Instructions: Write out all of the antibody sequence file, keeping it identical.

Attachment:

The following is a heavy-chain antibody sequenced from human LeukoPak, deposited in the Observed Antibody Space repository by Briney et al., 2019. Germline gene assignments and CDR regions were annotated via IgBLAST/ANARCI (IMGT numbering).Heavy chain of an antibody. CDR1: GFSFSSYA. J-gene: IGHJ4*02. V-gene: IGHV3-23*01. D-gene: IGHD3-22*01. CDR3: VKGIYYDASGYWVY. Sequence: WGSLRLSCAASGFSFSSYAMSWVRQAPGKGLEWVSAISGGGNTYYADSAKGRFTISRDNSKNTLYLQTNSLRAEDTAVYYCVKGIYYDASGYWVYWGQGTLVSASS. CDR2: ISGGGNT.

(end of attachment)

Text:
The following is a heavy-chain antibody sequenced from human LeukoPak, deposited in the Observed Antibody Space repository by Briney et al., 2019. Germline gene assignments and CDR regions were annotated via IgBLAST/ANARCI (IMGT numbering).Heavy chain of an antibody. CDR1: GFSFSSYA. J-gene: IGHJ4*02. V-gene: IGHV3-23*01. D-gene: IGHD3-22*01. CDR3: VKGIYYDASGYWVY. Sequence: WGSLRLSCAASGFSFSSYAMSWVRQAPGKGLEWVSAISGGGNTYYADSAKGRFTISRDNSKNTLYLQTNSLRAEDTAVYYCVKGIYYDASGYWVYWGQGTLVSASS. CDR2: ISGGGNT.